Rise & Shine
by Patrick Allington
Scribe, $27.99 pb, 240 pp
‘What is the use of saying, “Peace, Peace” when there is no peace below the diaphragm?’ asks Chinese writer Lin Yutang in The Importance of Living (1937). The subject of food and its manifestations – sustenance, communion, gluttony, longing – has claimed a place in the books of every era and genre, from heavenly manna in the Book of Exodus to starving gladiators in Suzanne Collins’s multi-billion-dollar The Hunger Games franchise. Writers as varied as Marcel Proust and Margaret Atwood have prioritised this theme in their work.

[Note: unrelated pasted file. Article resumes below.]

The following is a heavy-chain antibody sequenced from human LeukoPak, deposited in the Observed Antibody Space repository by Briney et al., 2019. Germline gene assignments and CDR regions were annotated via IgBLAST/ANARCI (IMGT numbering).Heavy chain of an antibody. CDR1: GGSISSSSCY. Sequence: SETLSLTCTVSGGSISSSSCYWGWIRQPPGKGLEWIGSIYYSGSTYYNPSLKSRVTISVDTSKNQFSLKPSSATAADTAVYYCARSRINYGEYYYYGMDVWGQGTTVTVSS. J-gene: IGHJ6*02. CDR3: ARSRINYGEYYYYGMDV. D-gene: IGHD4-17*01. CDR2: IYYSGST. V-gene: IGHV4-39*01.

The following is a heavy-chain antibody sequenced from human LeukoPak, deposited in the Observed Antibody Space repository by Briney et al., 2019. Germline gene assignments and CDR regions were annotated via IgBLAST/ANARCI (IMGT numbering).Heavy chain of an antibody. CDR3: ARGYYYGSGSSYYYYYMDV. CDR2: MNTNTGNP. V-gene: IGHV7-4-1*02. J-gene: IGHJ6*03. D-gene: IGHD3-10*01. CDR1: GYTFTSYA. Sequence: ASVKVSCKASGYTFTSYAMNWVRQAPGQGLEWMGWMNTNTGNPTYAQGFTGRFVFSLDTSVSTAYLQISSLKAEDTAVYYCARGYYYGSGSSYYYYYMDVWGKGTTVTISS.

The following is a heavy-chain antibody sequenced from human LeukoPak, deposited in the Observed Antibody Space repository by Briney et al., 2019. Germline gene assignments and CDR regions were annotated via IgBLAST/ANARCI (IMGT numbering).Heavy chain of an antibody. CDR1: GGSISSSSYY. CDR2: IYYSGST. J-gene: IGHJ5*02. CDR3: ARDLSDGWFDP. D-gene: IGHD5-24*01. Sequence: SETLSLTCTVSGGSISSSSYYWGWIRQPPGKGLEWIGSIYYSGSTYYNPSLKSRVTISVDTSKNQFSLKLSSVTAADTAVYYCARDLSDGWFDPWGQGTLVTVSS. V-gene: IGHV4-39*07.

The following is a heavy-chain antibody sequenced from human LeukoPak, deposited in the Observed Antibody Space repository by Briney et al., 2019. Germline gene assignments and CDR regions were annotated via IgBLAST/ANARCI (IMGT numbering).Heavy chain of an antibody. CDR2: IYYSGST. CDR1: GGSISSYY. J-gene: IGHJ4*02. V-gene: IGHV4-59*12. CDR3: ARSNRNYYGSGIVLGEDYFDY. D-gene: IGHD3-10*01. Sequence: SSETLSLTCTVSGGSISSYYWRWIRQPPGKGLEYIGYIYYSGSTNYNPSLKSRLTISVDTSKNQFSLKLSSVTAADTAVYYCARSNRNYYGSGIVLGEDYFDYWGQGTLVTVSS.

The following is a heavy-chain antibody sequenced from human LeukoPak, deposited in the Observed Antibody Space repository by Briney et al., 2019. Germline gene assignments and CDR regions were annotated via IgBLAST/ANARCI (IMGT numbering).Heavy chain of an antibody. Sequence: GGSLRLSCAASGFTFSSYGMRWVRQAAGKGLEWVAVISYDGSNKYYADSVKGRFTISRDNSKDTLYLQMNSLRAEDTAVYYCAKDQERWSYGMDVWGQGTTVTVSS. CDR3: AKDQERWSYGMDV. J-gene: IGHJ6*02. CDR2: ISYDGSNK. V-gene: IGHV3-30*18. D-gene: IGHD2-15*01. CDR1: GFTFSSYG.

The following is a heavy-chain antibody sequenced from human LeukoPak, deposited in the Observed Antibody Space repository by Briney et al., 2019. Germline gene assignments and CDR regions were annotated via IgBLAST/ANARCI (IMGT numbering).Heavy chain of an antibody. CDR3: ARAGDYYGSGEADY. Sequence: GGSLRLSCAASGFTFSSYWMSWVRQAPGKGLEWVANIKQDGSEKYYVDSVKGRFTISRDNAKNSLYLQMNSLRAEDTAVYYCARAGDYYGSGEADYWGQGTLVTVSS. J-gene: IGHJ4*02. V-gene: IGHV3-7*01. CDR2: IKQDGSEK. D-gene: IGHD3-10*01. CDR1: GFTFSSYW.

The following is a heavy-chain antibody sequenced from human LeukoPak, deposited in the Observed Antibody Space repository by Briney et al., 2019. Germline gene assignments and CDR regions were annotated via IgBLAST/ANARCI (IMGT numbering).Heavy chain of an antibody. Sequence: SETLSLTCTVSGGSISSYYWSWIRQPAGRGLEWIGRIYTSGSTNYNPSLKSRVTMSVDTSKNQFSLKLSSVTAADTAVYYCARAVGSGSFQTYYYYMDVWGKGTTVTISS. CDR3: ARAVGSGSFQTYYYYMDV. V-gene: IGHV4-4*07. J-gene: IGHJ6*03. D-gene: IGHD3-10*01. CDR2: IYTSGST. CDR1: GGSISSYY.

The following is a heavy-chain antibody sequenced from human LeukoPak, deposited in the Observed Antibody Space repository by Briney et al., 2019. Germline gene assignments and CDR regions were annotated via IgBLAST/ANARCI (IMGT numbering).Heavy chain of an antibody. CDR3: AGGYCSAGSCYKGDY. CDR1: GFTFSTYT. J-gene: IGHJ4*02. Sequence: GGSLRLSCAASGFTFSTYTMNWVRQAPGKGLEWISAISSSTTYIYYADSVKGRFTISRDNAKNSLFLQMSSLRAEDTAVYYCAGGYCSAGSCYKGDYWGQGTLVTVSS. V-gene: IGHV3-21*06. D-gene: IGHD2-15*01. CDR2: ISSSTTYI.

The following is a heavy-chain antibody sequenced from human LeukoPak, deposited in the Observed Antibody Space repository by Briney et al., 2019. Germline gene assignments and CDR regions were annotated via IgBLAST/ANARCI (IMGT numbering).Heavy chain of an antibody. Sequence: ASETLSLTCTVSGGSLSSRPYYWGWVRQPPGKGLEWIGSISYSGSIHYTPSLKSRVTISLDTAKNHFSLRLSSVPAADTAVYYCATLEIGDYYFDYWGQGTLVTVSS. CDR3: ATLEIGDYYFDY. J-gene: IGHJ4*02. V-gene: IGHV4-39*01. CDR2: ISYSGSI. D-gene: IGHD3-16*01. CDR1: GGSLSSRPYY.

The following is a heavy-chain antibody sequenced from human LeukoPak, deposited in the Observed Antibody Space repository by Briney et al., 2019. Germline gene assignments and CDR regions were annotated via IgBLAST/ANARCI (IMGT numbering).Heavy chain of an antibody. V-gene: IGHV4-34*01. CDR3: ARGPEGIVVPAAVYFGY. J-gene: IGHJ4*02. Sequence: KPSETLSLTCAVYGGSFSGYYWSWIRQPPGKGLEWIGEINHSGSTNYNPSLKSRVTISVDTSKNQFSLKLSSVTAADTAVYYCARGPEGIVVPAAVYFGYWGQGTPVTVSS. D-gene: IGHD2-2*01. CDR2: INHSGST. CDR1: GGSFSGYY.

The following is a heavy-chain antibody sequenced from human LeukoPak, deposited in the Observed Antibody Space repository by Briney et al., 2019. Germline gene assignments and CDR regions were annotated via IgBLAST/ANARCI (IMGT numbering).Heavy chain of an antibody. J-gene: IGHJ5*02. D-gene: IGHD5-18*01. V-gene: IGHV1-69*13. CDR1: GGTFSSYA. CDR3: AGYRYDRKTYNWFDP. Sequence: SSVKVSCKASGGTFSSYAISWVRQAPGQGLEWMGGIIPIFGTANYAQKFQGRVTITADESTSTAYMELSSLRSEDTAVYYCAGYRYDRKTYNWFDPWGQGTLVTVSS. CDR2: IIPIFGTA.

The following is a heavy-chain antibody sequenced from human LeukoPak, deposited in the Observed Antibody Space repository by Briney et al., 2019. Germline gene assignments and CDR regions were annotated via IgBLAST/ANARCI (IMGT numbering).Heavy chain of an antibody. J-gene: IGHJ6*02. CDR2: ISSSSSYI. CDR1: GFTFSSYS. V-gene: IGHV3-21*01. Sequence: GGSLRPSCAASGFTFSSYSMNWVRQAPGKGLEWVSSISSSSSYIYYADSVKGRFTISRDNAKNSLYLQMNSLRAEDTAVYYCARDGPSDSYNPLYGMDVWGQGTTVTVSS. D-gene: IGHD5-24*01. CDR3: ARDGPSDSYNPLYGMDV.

So it is with Patrick Allington’s second novel, Rise & Shine, set thirty-four years after a global catastrophe that demarcates the Old Time from the New Time. In a world where plant and animal life are distant memories and rain is toxic, humanity’s tumour-ridden survivors feed on war footage, screened daily from ubiquitous autoscreens. Their leaders, Walker and Barton, have found a means to feed the people that relies on their being moved by human suffering.